Nearly two decades ago, Chau would stay near the river, patiently waiting for her father to come back from hours of fishing. They owned a small boat, but they always had enough catch to sell and eat. But in recent years, the very place her family called home has gone through drastic changes that forced them to move out and relocate. With continuous harsh flooding, dam building, overfishing and sand mining, her family knew it was not anymore safe to stay.
“We moved out 13 years ago. My parents found another job when we came to the city. It’s a big change for us, but the environment in the city is better for us,” she said. They still have their old house there, a few hundred meters from the riverbank, which they visit every once in a while. “I don’t think we’ll ever go back to live in the Mekong Delta again.”
The Mekong is a large and complex river system that spans across six countries. The water runs from China, in the Tibetan Plateaus, and stretches over 2700 miles, ending in Vietnam. As the world’s 12th largest river and the 7th longest in Asia, the Mekong is considered one of the richest ecosystems on Earth.
It sees unbelievably massive amounts of goods shipped in and out of its ports on a daily basis, supporting the lives of more than 60 million people who depend on it for their livelihoods. It has, for centuries, served as the prime reason why the countries that surround it became the world’s leading rice producers. In Vietnam, the Mekong Delta accounted for 56% of the total rice production, or about 6% of the world’s rice. About 65% of the country’s aquaculture and 70% of its fruits are grown there, and then exported to different countries, contributing to almost 20% of Vietnam’s gross domestic product. It is, to state the obvious, one of the busiest and most important waterways in Asia. But the least taken care of.
Mekong River at breaking point
The issue of climate change is not specific to Southeast Asia, but the region is foreseen to feel its worst effects. From the different kinds of pollution to the emission of CO2, the region is at the risk of experiencing nature’s revenge.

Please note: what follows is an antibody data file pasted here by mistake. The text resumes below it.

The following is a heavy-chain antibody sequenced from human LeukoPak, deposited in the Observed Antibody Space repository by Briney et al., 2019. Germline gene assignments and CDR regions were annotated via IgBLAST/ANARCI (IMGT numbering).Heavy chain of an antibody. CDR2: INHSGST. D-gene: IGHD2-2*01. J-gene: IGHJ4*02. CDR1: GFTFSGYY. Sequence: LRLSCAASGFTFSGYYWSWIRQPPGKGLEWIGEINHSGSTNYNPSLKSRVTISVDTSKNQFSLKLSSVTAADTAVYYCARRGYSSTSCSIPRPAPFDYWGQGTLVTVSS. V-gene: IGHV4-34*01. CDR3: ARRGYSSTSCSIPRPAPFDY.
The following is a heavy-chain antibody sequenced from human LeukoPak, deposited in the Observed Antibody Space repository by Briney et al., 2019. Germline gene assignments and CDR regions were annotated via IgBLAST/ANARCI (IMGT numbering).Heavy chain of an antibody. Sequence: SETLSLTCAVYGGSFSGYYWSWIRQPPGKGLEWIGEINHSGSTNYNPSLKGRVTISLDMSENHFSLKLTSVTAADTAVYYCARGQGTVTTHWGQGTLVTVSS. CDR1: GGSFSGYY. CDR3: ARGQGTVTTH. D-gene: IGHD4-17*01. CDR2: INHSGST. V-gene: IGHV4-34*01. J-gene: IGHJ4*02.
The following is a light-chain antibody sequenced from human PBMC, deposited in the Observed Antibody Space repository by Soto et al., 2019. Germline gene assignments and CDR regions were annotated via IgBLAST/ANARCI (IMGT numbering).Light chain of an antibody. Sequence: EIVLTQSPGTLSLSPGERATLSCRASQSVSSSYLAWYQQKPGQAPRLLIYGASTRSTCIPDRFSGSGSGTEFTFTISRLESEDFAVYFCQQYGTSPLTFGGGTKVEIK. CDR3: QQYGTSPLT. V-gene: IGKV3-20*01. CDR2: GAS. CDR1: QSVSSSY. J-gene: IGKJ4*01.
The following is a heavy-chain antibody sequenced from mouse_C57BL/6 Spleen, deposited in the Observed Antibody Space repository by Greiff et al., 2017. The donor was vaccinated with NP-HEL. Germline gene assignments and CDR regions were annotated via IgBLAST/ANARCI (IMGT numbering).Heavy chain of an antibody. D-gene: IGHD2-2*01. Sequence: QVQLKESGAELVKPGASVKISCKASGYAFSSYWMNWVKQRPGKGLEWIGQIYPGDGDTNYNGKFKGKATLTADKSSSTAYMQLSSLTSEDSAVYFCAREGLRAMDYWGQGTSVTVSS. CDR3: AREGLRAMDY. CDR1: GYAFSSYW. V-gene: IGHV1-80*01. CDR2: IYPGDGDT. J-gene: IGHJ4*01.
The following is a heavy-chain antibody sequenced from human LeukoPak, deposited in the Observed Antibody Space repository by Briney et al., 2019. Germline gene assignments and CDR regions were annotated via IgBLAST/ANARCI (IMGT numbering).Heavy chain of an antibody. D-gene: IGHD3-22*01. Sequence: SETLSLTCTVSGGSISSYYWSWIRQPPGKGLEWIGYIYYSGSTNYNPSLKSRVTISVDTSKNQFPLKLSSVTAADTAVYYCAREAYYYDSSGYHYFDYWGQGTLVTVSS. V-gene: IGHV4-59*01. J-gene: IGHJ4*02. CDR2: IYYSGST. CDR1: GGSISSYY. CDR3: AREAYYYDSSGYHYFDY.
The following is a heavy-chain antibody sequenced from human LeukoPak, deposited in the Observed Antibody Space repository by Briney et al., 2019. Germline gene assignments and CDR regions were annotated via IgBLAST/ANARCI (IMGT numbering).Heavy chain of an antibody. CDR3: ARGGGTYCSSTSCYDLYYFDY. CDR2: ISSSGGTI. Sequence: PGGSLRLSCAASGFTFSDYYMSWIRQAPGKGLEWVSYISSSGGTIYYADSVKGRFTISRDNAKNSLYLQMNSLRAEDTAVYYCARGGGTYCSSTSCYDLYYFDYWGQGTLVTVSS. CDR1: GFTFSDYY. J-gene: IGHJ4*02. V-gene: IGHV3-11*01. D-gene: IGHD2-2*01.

In 2013, Mekong Delta farmers experienced having their entire fields destroyed by saltwater that flooded into soils, which gave birth to what farmers now call “salty season”. Because the volume of water flowing to the mouth of the river has declined (brought by low levels of fresh water), the seawater now intrudes inland and into farm lands. Saline water destroyed hundreds of hectares of rice fields, which eventually resulted in yield loss and decreased quality of crops. The same scenario happened in 2015, sending farmers once again deep into poverty.
In 2019, monsoon rains failed to arrive on schedule, causing unexpected drought along the Mekong Delta, killing rice and fruit crops. Water levels in the Mekong dropped to their lowest in 100 years, killing the marine creatures that used to thrive beneath its waters. The rains eventually came, but it didn’t last long enough to quench the thirst of the land.
According to an article from National Geographic, more strange things have happened since then. Some places in the north have seen the water change to an ominous color and began filling with globs of algae. Catches have dwindled dramatically — and if there were fish caught, they can only be used to feed other fish.
Experts also pointed out that unsustainable agricultural practices have greatly contributed to the Mekong Delta’s degradation. Vietnam’s “rice first” policy allows farmers to grow three crops a year, instead of the traditional one or two. While this has contributed to about 15% of the rice traded globally, it also increased the risk of pests and diseases, depletion of soil nutrients and increase of indirect export of water.